Last Monday, Student Government launched the start of their new campaign “Just Say Basket” in a partnership with Bon Appetit.
This new biodegradable box is a simple change, as are the posters. However, Student Government EVP for College Life Morgan Jacob said SG has been working hard on this campaign since last September.
Last year, Student Government took initiative and discussed how it could continue building off the momentum of the Trayless Tuesday campaign. They wrestled with how to fix the problem of massive bags of Styrofoam accumulating in Stupe.
“It’s been a long process,” Jacob said. “Lots of research went into trying to find a good option to be used in the Stupe, and then we of course had to have some more talks when we initially brought the idea to Bon Appetit to switch these boxes.”
Bon Appetit welcomed Student Government’s proposal but they had to address the economic reality of such a change. Biodegradable boxes are significantly more expensive than standard Styrofoam. With that in mind, Student Government invested its time into research. “The research was focused on looking for biodegradable options without going to an industrial composter and then finding some of the cheapest of those options,” Jacob explained. Despite these efforts, it was clear that the cheapest supply of biodegradable would not be enough.
Raul Delgado, Bon Appetit’s General Manager explained further, “The biodegradable containers we’re testing out for the Stupe are more than double the cost of the Styrofoam. So even if there was no reduction in the paper products, and that stayed the same, it’s going to double the cost.”
The “Just Say Basket” campaign was created with the help of student based surveys. Jacob is optimistic from the student response so far. “I’ve seen a lot of students using baskets. A lot of people seem excited about it, and I think that’s really great. I think if some students don’t necessarily care as much about the environment, it’s definitely not a change that makes their life any harder.”
Future president, and current Advisory council member of A Rocha, Yuxi Zhao believes the campaign’s message can’t be stressed enough. “It’s really great that we have biodegradable but I would think that the goal is to reduce that waste as much as possible, whether it’s biodegradable or not.”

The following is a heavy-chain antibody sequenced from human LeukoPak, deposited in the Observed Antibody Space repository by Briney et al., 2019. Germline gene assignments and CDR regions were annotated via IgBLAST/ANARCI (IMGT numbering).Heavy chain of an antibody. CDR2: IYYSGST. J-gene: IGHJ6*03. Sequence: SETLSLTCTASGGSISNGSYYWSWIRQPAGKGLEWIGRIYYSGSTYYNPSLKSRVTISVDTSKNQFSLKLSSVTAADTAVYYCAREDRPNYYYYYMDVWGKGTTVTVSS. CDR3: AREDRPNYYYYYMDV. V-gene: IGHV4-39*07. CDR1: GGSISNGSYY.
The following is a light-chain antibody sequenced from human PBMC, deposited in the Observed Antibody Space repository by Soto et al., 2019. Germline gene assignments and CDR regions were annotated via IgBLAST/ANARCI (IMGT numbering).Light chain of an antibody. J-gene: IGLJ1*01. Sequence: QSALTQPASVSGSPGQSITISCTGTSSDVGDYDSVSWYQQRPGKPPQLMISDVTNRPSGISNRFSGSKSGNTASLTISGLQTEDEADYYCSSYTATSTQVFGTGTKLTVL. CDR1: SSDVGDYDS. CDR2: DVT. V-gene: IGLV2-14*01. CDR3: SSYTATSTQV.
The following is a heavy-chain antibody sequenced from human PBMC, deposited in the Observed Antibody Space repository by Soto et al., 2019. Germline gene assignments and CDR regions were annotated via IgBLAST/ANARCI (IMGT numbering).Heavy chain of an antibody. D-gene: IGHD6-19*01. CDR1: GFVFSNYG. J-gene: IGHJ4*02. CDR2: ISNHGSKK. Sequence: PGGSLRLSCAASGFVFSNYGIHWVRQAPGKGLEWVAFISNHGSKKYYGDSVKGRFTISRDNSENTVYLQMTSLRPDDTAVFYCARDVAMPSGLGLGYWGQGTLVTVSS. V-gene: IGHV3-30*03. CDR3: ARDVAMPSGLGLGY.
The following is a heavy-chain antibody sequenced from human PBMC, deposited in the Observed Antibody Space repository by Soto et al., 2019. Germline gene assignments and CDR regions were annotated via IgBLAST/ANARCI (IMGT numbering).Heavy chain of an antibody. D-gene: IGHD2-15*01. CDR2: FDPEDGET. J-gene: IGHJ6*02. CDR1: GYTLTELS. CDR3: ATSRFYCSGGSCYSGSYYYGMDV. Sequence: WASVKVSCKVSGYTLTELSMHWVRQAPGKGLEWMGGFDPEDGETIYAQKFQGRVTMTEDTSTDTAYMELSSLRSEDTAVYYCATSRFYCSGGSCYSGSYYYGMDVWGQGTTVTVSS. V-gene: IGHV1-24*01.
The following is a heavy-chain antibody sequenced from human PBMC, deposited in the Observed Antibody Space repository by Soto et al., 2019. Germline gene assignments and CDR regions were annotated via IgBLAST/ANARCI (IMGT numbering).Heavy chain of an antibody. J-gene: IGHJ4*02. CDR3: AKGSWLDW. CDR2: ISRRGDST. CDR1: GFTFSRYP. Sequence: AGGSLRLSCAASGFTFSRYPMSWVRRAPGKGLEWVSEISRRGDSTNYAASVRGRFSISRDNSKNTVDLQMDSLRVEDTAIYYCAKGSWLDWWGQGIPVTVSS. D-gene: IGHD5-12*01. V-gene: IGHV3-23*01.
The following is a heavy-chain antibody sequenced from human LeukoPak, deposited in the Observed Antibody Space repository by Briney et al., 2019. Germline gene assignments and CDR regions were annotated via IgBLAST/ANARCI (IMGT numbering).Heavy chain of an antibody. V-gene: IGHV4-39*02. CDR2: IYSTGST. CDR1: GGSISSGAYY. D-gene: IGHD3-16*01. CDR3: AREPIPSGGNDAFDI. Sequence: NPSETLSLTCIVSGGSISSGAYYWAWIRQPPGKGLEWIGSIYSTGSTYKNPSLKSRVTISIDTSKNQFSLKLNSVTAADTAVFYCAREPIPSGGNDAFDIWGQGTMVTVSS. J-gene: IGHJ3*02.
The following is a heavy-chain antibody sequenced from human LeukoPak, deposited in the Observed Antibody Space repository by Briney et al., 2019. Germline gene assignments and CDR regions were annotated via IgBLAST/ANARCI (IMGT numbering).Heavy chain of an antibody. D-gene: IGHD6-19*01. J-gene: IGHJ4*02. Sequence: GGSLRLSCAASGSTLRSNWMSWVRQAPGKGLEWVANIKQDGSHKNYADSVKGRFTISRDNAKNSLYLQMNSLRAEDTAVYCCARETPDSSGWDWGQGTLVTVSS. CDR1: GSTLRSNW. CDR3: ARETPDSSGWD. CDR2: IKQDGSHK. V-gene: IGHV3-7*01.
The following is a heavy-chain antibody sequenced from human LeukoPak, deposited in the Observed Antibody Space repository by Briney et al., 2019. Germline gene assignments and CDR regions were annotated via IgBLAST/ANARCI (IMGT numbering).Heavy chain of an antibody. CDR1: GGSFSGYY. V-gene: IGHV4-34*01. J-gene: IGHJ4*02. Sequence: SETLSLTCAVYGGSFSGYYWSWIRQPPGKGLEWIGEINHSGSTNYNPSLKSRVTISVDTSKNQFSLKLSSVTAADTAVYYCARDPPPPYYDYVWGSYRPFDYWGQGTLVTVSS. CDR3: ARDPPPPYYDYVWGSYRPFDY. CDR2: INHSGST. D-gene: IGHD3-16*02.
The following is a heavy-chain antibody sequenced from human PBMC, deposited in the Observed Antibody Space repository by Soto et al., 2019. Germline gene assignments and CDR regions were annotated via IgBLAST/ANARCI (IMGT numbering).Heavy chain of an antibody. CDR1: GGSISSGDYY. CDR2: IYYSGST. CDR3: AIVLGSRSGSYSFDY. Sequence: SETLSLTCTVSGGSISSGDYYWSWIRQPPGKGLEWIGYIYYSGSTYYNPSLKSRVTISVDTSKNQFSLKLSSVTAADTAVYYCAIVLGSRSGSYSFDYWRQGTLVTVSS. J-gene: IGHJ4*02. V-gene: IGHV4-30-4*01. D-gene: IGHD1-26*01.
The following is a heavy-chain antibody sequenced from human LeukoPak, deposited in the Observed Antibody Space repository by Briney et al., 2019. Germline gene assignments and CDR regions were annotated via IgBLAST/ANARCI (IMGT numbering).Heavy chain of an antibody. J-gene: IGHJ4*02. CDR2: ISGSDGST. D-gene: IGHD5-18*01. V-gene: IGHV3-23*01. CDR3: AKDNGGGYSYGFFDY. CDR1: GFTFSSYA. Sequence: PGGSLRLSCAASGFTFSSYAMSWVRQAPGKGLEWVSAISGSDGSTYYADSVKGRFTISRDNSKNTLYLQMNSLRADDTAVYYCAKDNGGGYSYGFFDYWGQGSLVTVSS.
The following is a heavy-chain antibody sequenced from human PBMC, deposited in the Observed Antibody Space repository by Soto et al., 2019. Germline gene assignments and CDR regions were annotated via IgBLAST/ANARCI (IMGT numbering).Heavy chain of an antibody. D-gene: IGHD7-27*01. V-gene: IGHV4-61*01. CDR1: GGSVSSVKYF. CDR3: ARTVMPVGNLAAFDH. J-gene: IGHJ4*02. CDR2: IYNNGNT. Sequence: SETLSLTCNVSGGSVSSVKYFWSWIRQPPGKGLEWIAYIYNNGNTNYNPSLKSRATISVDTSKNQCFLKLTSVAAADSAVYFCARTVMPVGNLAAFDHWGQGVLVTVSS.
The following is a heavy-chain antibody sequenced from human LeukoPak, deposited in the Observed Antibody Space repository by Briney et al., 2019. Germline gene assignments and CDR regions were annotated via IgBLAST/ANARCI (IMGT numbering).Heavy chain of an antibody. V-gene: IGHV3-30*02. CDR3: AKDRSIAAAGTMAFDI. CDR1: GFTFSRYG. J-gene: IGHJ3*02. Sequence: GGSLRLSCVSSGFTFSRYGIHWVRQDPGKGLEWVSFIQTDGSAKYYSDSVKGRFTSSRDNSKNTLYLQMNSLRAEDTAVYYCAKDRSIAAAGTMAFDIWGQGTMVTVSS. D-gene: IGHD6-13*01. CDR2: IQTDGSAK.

Bon Appetit says they will be testing the success of this campaign for the rest of the year. At the moment, Stupe continues to serve Styrofoam containers Sundays due to the influx of close to 1,000 students at dinner time. But in general, Delgado is optimistic for the change. “Hopefully the use of containers will be reduced somewhat if students really do catch on because there’s more buy-in and more students support initiatives when it comes as a partnership with the students.”
But while the introduction of biodegradable containers is the newest of Bon Appetit’s environmentally friendly practices, it is by no means all that they do. On Wednesday, Bon Appetit partnered with A Rocha to open their kitchens and operations up to public in the form of a tour and Q&A afterwards.
A random group of fourteen students gathered at Anderson Commons at 4 p.m., and began their tour by walking downstairs in to the Sam’s café kitchens. Chef John Krickl then began to explain everything Bon Appetit did in its operations of preparing 30,000 meals weekly for Anderson Commons as well the preparation to run Sam’s Café and Stupe. Students walked in a daze as Chef John led them through one winding staircase to another, showing how Bon Appetit sources 20 percent of their meat and produce locally. He pointed to steaming pots big enough to bathe in as employees continued to bustle in preparation for the next meal. Chicken finger night always required more prep beforehand, especially since every single meal was created fresh daily. The leftovers would go to Wheaton’s Food Recovery program, which donates good quality leftovers in packaged containers to those in the area who are food insecure. These donations are distributed twice a week.
By the time he finished at 4:36 p.m., he took his first real deep breath as he escorted them out of the kitchens upstairs. In the Q&A one student asked what more students could do to help Bon Appetit in their environmental endeavors. According to Chef John, reducing waste is vital.
Economics and sustainability have often been put at odds but it becomes clear it doesn’t have to be this way if students make the small changes presented to them. Both Student Government and Bon Appetit have invested a considerable amount of time and resources towards making Stupe and the school’s dining more sustainable. It is now up to students to play their part and “just say basket.”